I like that. And PS, Go Scotland!!

Island Blog – Turbulence, Calm and Letting Be

Good heavens how life can tumble us! One minute I am tootling aboot inside my ordinary and the next I hear news of someone mid turbulence. It slams me to the wall and I can feel my breath hold as I try to make sense of the shock. It is not easy for me inside my ordinary to completely get what they are going through. How can I? I am not who they are; I don’t live in their home, have their concerns or know their joys. As I peel myself off the wall and breathe out, I find myself pacing a bit as if my pacing a bit will create a map that leads me to a solution, to the beyond of their sadness. But all I can see is a load of disconnected squiggles, in my ears the sound of another heart breaking.

It thinks me. Do we, do I, believe that the easy and ordinary days will always be here, holding us up, boring us to distraction, keeping us safe? Well, no. If I look out upon the natural world (interesting that we as humans appear to be separate from the ‘natural world’) there is nothing but turbulence with spots of calm. It is a constant whirlwind out there. There is life, there is death. There is freedom and there is entrapment. There is safe and there is danger. Nature understands herself and she has left us far behind. As I walk beneath the sky-tipping trees I stop awhile amongst the snatch-shadow of limbs, wind-buffeted. Shadows do not lie before me like palm branches for my walking. No, they are dinging about like disco dancers in a frenzy and the mud track lights and darkens strobe-like. The sky-tipper branches create mosaic of the blue sky, moving, shifting, dancers in the wind, waving their arms like longing mothers welcoming children home. Come to me, come to my arms, my mother warmth, my love. I can make everything better for you.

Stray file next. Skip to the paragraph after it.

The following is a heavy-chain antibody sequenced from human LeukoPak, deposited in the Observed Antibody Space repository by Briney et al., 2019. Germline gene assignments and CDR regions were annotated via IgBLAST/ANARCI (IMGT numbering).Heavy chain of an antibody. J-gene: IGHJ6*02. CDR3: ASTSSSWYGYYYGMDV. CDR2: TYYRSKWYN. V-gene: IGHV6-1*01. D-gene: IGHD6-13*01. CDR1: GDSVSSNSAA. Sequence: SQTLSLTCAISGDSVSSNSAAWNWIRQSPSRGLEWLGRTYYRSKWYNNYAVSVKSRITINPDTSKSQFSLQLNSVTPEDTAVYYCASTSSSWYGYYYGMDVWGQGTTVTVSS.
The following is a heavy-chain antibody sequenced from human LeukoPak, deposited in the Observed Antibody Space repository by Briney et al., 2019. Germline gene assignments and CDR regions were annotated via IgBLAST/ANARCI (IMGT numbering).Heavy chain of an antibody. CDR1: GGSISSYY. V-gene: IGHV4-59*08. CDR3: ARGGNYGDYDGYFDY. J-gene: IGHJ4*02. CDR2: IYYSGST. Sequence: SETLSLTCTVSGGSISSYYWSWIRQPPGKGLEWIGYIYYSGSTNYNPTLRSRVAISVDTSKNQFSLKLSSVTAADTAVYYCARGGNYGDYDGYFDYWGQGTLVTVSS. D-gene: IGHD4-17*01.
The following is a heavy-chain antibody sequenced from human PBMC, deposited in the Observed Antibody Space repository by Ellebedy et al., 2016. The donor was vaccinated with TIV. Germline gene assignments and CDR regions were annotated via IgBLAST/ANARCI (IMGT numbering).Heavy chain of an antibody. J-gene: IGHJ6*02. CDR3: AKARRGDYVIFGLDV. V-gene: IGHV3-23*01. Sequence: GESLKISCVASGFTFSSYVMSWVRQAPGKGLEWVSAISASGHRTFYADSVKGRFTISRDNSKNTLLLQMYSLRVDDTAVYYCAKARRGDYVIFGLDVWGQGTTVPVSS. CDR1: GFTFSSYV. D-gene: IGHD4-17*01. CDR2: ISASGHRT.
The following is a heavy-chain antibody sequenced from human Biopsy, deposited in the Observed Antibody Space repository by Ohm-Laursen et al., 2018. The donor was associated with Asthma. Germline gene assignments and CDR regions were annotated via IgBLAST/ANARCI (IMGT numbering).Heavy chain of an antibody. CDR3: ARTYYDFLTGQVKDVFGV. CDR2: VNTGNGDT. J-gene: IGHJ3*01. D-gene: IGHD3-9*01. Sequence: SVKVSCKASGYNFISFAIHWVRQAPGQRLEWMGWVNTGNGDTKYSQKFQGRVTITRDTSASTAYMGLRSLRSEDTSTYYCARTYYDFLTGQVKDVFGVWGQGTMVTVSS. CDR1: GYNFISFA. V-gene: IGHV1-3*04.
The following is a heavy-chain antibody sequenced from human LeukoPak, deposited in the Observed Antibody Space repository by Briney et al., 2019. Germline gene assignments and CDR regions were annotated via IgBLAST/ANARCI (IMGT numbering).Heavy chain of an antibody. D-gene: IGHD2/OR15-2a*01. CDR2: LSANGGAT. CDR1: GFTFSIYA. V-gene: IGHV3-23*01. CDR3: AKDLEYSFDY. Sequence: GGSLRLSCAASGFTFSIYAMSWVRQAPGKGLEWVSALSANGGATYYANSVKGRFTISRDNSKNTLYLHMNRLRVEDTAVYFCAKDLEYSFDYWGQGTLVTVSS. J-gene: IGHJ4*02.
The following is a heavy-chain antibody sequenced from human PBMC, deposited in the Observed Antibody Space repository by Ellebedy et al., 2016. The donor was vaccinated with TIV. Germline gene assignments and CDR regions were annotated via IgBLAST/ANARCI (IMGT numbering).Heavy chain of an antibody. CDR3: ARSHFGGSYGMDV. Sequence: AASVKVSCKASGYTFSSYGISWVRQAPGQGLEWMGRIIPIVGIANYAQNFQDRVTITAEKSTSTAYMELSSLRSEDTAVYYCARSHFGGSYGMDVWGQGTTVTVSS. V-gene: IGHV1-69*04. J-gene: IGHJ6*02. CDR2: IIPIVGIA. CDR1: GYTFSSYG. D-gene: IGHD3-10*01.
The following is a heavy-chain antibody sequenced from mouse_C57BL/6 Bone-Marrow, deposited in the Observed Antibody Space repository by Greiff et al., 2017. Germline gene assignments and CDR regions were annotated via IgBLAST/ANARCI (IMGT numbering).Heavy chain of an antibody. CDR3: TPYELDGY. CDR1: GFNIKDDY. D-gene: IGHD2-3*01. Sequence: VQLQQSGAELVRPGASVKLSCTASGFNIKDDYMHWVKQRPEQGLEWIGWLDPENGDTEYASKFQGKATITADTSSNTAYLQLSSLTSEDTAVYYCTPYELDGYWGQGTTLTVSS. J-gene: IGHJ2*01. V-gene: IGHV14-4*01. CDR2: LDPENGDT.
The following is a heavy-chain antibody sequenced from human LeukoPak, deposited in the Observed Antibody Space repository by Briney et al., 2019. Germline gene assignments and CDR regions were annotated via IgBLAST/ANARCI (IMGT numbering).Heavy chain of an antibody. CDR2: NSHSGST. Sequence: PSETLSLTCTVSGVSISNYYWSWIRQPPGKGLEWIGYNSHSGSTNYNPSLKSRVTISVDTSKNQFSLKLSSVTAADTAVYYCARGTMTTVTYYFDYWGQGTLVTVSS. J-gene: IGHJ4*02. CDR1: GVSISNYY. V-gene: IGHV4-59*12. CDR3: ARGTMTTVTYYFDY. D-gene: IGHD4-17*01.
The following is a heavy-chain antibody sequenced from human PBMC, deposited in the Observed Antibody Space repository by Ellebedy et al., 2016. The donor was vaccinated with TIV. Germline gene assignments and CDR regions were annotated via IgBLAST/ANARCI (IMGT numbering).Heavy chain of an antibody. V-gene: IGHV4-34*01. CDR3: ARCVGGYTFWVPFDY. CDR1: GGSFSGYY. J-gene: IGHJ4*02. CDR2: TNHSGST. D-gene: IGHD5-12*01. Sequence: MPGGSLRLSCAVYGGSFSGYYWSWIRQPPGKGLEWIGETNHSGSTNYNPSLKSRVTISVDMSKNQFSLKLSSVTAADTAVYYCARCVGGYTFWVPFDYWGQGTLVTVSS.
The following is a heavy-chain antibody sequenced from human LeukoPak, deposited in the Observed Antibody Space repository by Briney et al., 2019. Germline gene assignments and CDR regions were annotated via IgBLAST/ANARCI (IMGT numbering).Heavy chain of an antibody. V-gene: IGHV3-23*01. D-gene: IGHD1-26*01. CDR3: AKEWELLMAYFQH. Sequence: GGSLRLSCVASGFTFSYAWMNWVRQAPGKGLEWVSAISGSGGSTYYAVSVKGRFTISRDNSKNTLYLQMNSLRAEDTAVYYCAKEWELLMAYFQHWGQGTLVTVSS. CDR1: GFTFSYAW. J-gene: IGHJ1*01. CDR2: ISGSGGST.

I hear the songs. Pines shoosh, beech leaves clatter and click, hazels and willows whisper. A whole symphony with the wind as conductor. I walk alone but I am not alone at all, not if I mindfully engage with everything I see, hear, smell, touch or taste.

Today it might be still. Today it may only be for those tree intuits to hear the voices of the trees and the soft wave sound of the wild grasses. Or, there might be a raging red blooded hooligan who decides, well, I am bored, It’s Thursday (Thor’s Day #God of Thunder) and I just fancy a rampage. I confess I never know. Himself always did. Batten the hatches, he would say. Bring in the sunshine chairs. I walk now clueless but mindful and noticing and curious and I am learning to connect as he did. I don’t know all my clouds. I don’t understand the sky formations that formation over me but I am learning.